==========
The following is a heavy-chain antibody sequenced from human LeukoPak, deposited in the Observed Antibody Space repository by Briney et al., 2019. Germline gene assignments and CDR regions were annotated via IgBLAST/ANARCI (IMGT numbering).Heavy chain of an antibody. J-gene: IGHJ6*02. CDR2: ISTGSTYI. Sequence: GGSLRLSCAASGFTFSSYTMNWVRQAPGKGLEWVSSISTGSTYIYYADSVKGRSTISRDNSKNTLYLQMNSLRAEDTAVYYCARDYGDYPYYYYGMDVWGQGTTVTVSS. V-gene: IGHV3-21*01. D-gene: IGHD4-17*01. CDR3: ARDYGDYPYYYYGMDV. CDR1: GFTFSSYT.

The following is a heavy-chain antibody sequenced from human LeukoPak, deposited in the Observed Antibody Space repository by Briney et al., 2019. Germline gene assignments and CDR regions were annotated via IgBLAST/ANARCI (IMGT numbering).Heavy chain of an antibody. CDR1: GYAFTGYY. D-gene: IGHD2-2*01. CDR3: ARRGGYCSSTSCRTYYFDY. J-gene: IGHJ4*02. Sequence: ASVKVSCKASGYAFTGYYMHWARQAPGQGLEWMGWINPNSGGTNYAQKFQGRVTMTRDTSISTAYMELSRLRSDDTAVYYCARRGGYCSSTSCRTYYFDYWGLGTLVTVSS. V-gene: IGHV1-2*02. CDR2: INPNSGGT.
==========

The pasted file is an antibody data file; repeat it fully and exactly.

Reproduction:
The following is a heavy-chain antibody sequenced from human LeukoPak, deposited in the Observed Antibody Space repository by Briney et al., 2019. Germline gene assignments and CDR regions were annotated via IgBLAST/ANARCI (IMGT numbering).Heavy chain of an antibody. J-gene: IGHJ6*02. CDR2: ISTGSTYI. Sequence: GGSLRLSCAASGFTFSSYTMNWVRQAPGKGLEWVSSISTGSTYIYYADSVKGRSTISRDNSKNTLYLQMNSLRAEDTAVYYCARDYGDYPYYYYGMDVWGQGTTVTVSS. V-gene: IGHV3-21*01. D-gene: IGHD4-17*01. CDR3: ARDYGDYPYYYYGMDV. CDR1: GFTFSSYT.

The following is a heavy-chain antibody sequenced from human LeukoPak, deposited in the Observed Antibody Space repository by Briney et al., 2019. Germline gene assignments and CDR regions were annotated via IgBLAST/ANARCI (IMGT numbering).Heavy chain of an antibody. CDR1: GYAFTGYY. D-gene: IGHD2-2*01. CDR3: ARRGGYCSSTSCRTYYFDY. J-gene: IGHJ4*02. Sequence: ASVKVSCKASGYAFTGYYMHWARQAPGQGLEWMGWINPNSGGTNYAQKFQGRVTMTRDTSISTAYMELSRLRSDDTAVYYCARRGGYCSSTSCRTYYFDYWGLGTLVTVSS. V-gene: IGHV1-2*02. CDR2: INPNSGGT.